Trickster Shop


by Phoebe Wagner


 

            As a student of Runic Magic, Mary had written her triple-checked Spell of Greeting next to Loki’s name on her wrist, and when she arrived at his shop, she traced a Welcome rune in the winter condensation on the glass door. A wooden sign, carved letters spelling Trickster Shop, banged the siding with each burst of wind. As a two-toned whistle announced her entrance, she wiped slush on an art-deco doormat. The mat shuddered and flew off, flooring her.

            A man with wire spectacles and a corduroy jacket leaned against a glass counter. “Need to be careful with those lucky charms.”

            She used the door handle to heave herself upright. A faint mist collected in the corners and along the molding of the shop. Shelves towered over her, blanketed by dust and dividing the room into three aisles, each fading into gloom. A pale face peeked out, giggled, and vanished. Metal clattered, and wood groaned deep in the corners. Spicy incense clung to the air as if she stood inside an empty temple.

            “Got to cast runes on a solid surface.” He pointed at the door. “Not something drippy.”

            A dirty streak of water split the rune into something resembling a Loose Footing Curse.

            She smoothed her long coat. “Loki, ykkarr andskoti dúði innan hel hjá yakkarr—”

            He drummed his fingers on the countertop. “No, no, you just said let my enemies be tossed into hell beside me—not the best blessing.”

            “But I’ve checked this with my professor—”

            “A god, is he? Getting lunch with Odin this Sunday, huh?” He waltzed around the counter, hands on his hips.

            “He’s head of the Mythic Magic Graduate Department at—”

            “And regurgitating books like a mother penguin counts as learning these days? Good gods, we’re lost worse than Odysseus.”

            She unbuttoned her coat. “Loki, I’ve been hired by the—”

            “Hired? You’re too young. And short.”

            “Height has nothing to do with age. I’m twenty-four. Now, I’ve been—”

            He clicked his tongue. “Grew women taller in my day.”

            She took a notepad from her back pocket, a pencil stub threading the rings, and scribbled a circle combined with a triangle, weathervane shapes sprouting from the corners.

            Loki massaged his throat then wagged a finger at her.

            “I’ve been hired by the Mythopoeic Bureau of Investigation to be a consultant once I complete graduate school.”
He loped behind the counter and pulled a wooden box from a shelf of wide-spined books.

            “My professor, Dr. Finch, sent me here in hopes of learning some useful runes from you—preferably for Invisibility, Discovery of Mischief, Lie Detecting, Escape, et cetera.”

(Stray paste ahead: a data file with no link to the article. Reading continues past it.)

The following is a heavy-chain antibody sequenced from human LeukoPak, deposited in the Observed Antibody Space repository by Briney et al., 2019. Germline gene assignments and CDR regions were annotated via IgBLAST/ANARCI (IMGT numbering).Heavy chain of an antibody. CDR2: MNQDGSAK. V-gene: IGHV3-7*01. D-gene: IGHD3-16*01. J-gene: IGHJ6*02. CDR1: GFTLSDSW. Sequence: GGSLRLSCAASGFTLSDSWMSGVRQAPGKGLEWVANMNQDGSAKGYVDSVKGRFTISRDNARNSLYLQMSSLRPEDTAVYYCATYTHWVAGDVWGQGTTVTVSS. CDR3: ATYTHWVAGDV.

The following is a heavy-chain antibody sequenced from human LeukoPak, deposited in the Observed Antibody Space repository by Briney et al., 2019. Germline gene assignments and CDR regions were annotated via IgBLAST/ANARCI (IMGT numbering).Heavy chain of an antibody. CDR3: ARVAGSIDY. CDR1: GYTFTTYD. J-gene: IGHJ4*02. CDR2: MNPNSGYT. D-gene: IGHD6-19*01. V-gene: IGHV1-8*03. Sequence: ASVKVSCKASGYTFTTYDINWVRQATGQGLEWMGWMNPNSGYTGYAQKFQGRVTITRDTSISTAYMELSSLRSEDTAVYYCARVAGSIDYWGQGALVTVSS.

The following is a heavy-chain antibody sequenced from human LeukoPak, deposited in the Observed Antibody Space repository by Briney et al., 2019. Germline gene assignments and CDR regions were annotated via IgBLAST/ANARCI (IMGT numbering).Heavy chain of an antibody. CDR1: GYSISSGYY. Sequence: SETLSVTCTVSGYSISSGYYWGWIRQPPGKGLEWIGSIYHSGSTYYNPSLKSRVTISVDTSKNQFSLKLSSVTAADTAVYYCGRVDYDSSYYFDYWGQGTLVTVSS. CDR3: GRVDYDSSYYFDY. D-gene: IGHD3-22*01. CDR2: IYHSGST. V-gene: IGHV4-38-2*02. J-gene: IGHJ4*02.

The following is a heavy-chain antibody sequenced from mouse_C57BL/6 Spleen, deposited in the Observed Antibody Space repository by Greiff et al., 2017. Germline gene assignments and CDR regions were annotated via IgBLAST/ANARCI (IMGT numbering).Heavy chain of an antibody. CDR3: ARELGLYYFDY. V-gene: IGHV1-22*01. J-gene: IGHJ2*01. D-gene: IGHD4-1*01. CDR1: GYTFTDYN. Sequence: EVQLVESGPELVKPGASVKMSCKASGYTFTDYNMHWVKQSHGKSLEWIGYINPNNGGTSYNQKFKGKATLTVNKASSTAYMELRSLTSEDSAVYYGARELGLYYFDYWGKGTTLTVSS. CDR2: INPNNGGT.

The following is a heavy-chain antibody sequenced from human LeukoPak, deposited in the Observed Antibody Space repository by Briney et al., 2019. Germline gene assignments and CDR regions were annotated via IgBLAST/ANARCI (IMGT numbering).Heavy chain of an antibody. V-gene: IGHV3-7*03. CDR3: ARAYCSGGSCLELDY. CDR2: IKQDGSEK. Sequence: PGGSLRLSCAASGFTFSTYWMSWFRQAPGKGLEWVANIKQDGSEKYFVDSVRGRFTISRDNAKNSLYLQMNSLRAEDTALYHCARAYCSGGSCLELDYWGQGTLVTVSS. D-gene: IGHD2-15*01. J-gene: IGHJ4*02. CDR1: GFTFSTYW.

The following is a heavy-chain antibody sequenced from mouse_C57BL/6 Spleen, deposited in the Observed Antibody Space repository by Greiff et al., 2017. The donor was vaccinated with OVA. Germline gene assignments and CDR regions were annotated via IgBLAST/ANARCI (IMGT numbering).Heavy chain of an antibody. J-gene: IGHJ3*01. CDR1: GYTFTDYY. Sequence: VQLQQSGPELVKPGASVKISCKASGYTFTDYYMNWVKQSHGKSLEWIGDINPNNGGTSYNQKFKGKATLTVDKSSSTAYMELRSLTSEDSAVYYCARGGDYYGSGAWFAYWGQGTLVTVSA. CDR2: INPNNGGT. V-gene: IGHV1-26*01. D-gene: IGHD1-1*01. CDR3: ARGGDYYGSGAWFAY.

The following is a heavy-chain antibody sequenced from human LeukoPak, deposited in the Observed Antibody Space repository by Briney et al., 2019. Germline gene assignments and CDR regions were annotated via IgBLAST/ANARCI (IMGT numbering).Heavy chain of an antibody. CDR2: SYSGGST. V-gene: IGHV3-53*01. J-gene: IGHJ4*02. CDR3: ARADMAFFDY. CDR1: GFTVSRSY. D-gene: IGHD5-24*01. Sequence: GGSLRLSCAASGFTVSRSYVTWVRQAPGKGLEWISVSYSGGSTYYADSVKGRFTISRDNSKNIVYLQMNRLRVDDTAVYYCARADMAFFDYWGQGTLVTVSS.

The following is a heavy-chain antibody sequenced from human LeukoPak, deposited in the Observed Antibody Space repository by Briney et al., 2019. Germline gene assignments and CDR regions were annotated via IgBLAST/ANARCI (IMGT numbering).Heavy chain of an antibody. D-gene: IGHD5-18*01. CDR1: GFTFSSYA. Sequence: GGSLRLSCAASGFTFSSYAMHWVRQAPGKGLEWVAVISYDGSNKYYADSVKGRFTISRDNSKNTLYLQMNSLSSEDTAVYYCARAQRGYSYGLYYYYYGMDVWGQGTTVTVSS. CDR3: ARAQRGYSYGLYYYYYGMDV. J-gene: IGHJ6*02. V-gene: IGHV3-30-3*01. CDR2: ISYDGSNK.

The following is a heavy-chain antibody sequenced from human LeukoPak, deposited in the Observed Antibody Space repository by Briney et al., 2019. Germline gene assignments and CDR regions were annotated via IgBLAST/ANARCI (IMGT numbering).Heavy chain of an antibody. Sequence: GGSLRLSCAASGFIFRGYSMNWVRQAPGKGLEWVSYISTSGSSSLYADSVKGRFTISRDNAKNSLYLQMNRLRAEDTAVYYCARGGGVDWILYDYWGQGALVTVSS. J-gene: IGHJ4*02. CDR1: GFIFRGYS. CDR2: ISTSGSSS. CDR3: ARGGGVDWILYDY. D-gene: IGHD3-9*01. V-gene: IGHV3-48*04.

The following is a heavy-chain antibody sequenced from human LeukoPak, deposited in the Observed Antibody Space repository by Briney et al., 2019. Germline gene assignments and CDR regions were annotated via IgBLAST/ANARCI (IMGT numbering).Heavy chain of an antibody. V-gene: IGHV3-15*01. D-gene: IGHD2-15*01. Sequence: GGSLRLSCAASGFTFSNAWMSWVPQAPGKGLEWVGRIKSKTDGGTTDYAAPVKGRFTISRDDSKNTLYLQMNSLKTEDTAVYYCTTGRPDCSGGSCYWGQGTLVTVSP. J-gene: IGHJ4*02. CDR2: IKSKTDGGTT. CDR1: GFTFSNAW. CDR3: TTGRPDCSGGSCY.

The box held rows of paper squares ordered by lettered filing cards. He thumbed through the C section, plucked one, licked it, and slapped it on his wrist. He peeled off the waxy paper, revealing a black compass design. “While I applaud your usage of a Silence rune, you could use more practice since I just counteracted it with a children’s tattoo.”

            She pulled a slip from the D section. “I doubt even you give out Death by Blood Poisoning Curses to children.”

            He snatched it and shut the box. “All the time. Like candy.”

            “Then you won’t have a problem helping me with my runes.”

            “You can get all the help you desire from The Golden Bough. You don’t need me.”

            “It’s more than runes. I want to catch tricksters.”

            He shook his head. “Got to be one yourself. Too straight-laced, and you can’t get into their beady little brains.”

            “If you help me, I’ll have my own bag of runes to match whatever they’ve got, and—”

            “And what? You’re the good guy? My kind have been running circles around you for centuries.” With his thumb, he erased the rune to a black smudge. “It would be interesting, though, if you learned the master’s secrets. Wouldn’t be quite as boring.”

            He rolled his shoulders, and a rust colored tail grew beneath his jacket like an unraveling thread. “It’d keep the others on their toes.” Fox ears sprouted from his dull hair. “Well, before I sign you on as a full time worshipper, you have to run the shop for the rest of the day.” He wrapped his arms around his knees, his reddening body shrinking like a deflating balloon. “I’ll be observing, of course. Can’t let a repeat of Pandora happen, or Odin will hack off my lovely tail.” A fox now, he perched on the counter and licked his leg twice. “If you can finish my list, I might keep you.” He padded along the dim center aisle.